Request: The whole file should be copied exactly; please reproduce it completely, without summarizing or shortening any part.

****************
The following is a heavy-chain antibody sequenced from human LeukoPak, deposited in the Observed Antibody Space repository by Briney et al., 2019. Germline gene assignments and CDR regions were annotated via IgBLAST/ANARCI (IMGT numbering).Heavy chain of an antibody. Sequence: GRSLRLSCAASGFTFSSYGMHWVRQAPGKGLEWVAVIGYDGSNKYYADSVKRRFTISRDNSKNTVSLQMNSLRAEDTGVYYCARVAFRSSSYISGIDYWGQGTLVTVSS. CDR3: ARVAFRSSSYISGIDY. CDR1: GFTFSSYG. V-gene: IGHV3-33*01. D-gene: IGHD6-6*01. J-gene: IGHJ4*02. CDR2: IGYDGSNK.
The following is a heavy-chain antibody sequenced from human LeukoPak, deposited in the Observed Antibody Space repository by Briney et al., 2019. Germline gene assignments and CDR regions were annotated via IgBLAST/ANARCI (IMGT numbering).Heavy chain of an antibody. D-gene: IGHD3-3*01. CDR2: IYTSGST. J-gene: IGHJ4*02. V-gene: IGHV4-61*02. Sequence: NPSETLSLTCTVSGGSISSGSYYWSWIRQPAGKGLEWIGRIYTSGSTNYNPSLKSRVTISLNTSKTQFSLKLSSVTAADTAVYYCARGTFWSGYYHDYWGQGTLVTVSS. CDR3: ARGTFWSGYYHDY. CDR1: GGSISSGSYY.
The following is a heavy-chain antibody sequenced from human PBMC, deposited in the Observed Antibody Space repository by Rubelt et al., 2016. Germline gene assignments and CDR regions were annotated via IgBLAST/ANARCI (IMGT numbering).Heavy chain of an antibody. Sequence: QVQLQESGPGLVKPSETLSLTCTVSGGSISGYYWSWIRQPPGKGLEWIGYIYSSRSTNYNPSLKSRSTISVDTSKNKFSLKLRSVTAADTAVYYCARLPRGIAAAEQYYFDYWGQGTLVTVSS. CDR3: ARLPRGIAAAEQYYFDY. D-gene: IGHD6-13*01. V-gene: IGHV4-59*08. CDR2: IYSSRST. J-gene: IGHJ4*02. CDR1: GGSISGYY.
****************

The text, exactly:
The following is a heavy-chain antibody sequenced from human LeukoPak, deposited in the Observed Antibody Space repository by Briney et al., 2019. Germline gene assignments and CDR regions were annotated via IgBLAST/ANARCI (IMGT numbering).Heavy chain of an antibody. Sequence: GRSLRLSCAASGFTFSSYGMHWVRQAPGKGLEWVAVIGYDGSNKYYADSVKRRFTISRDNSKNTVSLQMNSLRAEDTGVYYCARVAFRSSSYISGIDYWGQGTLVTVSS. CDR3: ARVAFRSSSYISGIDY. CDR1: GFTFSSYG. V-gene: IGHV3-33*01. D-gene: IGHD6-6*01. J-gene: IGHJ4*02. CDR2: IGYDGSNK.
The following is a heavy-chain antibody sequenced from human LeukoPak, deposited in the Observed Antibody Space repository by Briney et al., 2019. Germline gene assignments and CDR regions were annotated via IgBLAST/ANARCI (IMGT numbering).Heavy chain of an antibody. D-gene: IGHD3-3*01. CDR2: IYTSGST. J-gene: IGHJ4*02. V-gene: IGHV4-61*02. Sequence: NPSETLSLTCTVSGGSISSGSYYWSWIRQPAGKGLEWIGRIYTSGSTNYNPSLKSRVTISLNTSKTQFSLKLSSVTAADTAVYYCARGTFWSGYYHDYWGQGTLVTVSS. CDR3: ARGTFWSGYYHDY. CDR1: GGSISSGSYY.
The following is a heavy-chain antibody sequenced from human PBMC, deposited in the Observed Antibody Space repository by Rubelt et al., 2016. Germline gene assignments and CDR regions were annotated via IgBLAST/ANARCI (IMGT numbering).Heavy chain of an antibody. Sequence: QVQLQESGPGLVKPSETLSLTCTVSGGSISGYYWSWIRQPPGKGLEWIGYIYSSRSTNYNPSLKSRSTISVDTSKNKFSLKLRSVTAADTAVYYCARLPRGIAAAEQYYFDYWGQGTLVTVSS. CDR3: ARLPRGIAAAEQYYFDY. D-gene: IGHD6-13*01. V-gene: IGHV4-59*08. CDR2: IYSSRST. J-gene: IGHJ4*02. CDR1: GGSISGYY.